Return to

I still can't decide which distro to switch to!

If you’re not missing anything then why are you changing?

If you’re just out for gaming then Ubuntu is probably theway to go. Like it or not, but anything that gets a native Linux port is primarily supporting Ubuntu and everything else is just DIY.


I’m using Solus for gaming and it’s worked great (though I’ve not worked out how to get 4k output to my TV via HDMI). It’s a rolling release distro so there’s little to no waiting around for new drivers or software. One of the easiest Linux install experiences also.

For Gaming, I’d recommend Solus. They eek out about 10% more performance in native titles due to PGO, and they have the best Steam support I’ve seen yet, including the official support from Ubuntu/valve.

Just install it, stick with it for two weeks and if you have problems ask here. I’d be happy to help. After the first two weeks, the distro starts to become part of your habits and you’ll develop a resistance to switching to other distros.

Distrohopping is a disorder afflicting many of the great minds of our generation. Talking about it, and following the three step program helps:

  1. Listen to @sgtawesomesauce suggestion.
  2. Install the distro.
  3. Don’t ask for more suggestions.

Make a thread, I’d be happy to try to help you solve it. (I’ve had issues with certain distros and 4k over HDMI)


Id add one more. Use it for at least 1 year. No mind changing, no ifs, no buts. Don’t hop.

1 Like

I don’t think you need a year of use to develop resistance to switching, but I’m not a naturally distrohoppy person.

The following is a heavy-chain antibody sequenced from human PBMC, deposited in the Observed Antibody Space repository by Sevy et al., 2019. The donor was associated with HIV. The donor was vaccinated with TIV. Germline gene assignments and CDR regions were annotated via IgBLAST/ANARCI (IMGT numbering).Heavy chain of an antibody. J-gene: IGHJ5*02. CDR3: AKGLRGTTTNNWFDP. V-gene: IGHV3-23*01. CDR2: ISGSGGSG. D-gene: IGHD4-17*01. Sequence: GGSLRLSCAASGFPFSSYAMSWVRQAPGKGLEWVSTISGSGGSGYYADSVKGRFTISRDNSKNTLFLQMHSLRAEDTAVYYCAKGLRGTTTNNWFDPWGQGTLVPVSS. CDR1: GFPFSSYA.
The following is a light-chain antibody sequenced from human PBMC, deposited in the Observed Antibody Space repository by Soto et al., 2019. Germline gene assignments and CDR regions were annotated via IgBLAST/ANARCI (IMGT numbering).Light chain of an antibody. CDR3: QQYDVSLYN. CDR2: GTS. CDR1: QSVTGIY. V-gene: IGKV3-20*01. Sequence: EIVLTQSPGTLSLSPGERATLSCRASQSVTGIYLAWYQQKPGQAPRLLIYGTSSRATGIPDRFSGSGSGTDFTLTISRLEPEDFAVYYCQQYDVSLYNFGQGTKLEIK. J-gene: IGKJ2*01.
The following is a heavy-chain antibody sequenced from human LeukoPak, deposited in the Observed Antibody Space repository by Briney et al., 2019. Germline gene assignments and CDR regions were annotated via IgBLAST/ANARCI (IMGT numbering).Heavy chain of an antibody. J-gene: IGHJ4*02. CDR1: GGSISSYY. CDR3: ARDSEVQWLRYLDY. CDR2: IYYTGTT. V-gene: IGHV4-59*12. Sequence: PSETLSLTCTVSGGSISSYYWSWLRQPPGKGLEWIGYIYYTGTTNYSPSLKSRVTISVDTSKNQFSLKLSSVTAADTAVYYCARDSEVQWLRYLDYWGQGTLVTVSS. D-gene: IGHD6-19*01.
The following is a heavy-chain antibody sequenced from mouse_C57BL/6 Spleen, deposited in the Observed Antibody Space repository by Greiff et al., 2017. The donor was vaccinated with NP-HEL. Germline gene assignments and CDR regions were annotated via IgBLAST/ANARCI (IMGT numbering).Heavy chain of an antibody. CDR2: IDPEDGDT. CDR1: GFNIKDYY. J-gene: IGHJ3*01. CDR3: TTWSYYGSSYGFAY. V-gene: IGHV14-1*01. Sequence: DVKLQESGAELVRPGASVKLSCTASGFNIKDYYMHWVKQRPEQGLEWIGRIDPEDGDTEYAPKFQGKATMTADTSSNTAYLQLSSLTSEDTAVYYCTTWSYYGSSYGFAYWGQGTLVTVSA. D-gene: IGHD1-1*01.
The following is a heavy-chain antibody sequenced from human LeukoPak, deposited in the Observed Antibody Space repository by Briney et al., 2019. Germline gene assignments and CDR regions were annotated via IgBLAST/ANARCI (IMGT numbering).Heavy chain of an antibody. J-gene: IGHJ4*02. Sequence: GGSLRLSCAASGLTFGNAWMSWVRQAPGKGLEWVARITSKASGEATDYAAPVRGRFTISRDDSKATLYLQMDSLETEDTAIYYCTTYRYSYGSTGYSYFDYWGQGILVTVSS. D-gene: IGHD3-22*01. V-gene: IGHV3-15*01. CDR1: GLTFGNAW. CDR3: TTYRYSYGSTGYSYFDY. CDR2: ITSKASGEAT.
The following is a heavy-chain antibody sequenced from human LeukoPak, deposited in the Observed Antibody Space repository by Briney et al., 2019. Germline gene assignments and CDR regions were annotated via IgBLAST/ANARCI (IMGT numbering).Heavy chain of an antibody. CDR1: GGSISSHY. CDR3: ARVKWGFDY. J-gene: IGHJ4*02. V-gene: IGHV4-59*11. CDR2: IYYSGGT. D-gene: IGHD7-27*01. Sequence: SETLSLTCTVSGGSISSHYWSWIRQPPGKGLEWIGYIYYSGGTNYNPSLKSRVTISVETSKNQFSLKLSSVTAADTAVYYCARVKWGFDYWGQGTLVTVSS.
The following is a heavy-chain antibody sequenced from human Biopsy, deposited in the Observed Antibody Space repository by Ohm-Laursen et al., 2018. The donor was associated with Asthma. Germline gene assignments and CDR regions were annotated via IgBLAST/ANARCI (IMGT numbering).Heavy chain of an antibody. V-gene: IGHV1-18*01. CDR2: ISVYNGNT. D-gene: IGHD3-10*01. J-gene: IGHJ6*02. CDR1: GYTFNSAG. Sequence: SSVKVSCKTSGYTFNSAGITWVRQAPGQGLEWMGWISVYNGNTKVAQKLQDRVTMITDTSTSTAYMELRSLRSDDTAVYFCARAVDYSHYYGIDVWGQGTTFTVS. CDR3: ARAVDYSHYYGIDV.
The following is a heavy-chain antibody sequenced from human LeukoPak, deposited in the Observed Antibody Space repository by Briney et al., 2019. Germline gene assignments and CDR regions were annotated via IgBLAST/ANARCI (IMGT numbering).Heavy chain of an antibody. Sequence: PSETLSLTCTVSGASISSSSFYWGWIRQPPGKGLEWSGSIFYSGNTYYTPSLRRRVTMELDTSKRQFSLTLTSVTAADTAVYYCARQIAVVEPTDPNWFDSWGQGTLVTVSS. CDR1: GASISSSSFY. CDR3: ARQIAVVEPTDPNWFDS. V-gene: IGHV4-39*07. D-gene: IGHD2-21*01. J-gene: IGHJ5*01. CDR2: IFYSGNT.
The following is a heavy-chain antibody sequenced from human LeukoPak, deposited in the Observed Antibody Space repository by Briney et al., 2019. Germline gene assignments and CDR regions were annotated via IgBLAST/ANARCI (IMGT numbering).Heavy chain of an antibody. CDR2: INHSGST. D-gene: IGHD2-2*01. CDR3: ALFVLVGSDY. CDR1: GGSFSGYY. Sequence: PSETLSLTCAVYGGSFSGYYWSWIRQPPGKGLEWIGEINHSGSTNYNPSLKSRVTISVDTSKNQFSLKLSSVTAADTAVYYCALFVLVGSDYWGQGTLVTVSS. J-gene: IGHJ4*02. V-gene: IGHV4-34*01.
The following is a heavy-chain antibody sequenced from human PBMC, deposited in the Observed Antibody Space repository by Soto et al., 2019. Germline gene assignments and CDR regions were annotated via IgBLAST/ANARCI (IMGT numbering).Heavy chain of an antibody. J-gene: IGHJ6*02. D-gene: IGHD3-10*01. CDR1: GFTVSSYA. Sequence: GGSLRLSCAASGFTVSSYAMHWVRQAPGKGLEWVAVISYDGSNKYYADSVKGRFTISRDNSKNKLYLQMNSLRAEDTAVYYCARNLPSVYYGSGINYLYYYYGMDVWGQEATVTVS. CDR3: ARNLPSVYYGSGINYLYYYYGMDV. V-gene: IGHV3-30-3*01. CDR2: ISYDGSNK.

Yeah but a year of using one distro will give you a really good understanding of how it works. After a year you wont be inclined to change because of a minor issue or similar. You’ll just get on with it. You also skip over at least one release cycle of all distros, and usually get at least one release cycle of the one your on.

1 Like

Just pick a common one and use it. A distro is a tool. Nothing more. Find one that supports what you want to do. Are you a consumer? use Ubuntu. want to focus on open source software? Debian. Need something lighter? pick something lighter. Developer or power user? pick something with more flexibility like Arch.

Once you find what you want to do on your system, pick the distro that fits your use case best and just use it. All distros do things differently to some extent but they are all fundamentally Linux and can all do the tasks you need to do, they are just tailored for different sectors of use.

1 Like

Well this is like topic #10 or so you make about the same subject.
I allready asked you in one of your other topics,
to keep your search for a distro on one certain topic.

Its just pointless to create a new topic about the same subject over and over again.


1 Like

The people on this forum are rather adept at answering similar posts in the same way. Considering I’ve seen a few like this I feel it’s prudent that you search for a topic or heed the forums built in warning system about posting similar topics. Most of these types of questions have been answered. However I do generally welcome you to L1T…